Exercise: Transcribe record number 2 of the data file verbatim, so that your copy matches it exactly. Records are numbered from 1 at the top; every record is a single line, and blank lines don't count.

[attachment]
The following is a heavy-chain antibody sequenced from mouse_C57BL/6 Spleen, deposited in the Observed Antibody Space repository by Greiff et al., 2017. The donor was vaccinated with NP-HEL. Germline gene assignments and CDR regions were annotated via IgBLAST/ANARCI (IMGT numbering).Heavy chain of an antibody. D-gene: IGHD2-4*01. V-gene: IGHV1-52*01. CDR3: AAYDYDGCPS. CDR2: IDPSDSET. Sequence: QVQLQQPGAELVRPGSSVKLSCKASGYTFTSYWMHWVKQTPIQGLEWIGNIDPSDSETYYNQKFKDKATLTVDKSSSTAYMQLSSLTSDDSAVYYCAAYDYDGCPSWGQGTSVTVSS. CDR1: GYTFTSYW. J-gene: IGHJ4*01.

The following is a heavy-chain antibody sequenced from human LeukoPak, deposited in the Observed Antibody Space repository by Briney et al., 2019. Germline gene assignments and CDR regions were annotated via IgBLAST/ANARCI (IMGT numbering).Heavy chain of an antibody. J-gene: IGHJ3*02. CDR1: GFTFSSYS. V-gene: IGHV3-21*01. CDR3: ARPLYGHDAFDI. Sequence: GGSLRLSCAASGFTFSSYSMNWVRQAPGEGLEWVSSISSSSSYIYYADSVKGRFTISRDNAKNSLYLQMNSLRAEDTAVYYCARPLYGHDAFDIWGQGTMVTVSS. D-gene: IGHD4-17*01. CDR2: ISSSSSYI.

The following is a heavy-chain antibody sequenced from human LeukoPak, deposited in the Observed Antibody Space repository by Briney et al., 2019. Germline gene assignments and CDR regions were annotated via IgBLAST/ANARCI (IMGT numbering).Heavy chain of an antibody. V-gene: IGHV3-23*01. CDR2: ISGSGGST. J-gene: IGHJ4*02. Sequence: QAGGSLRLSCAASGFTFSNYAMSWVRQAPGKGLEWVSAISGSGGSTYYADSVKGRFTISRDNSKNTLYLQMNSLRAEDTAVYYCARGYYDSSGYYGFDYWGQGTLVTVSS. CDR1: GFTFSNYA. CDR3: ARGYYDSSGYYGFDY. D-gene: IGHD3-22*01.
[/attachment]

The following is a heavy-chain antibody sequenced from human LeukoPak, deposited in the Observed Antibody Space repository by Briney et al., 2019. Germline gene assignments and CDR regions were annotated via IgBLAST/ANARCI (IMGT numbering).Heavy chain of an antibody. J-gene: IGHJ3*02. CDR1: GFTFSSYS. V-gene: IGHV3-21*01. CDR3: ARPLYGHDAFDI. Sequence: GGSLRLSCAASGFTFSSYSMNWVRQAPGEGLEWVSSISSSSSYIYYADSVKGRFTISRDNAKNSLYLQMNSLRAEDTAVYYCARPLYGHDAFDIWGQGTMVTVSS. D-gene: IGHD4-17*01. CDR2: ISSSSSYI.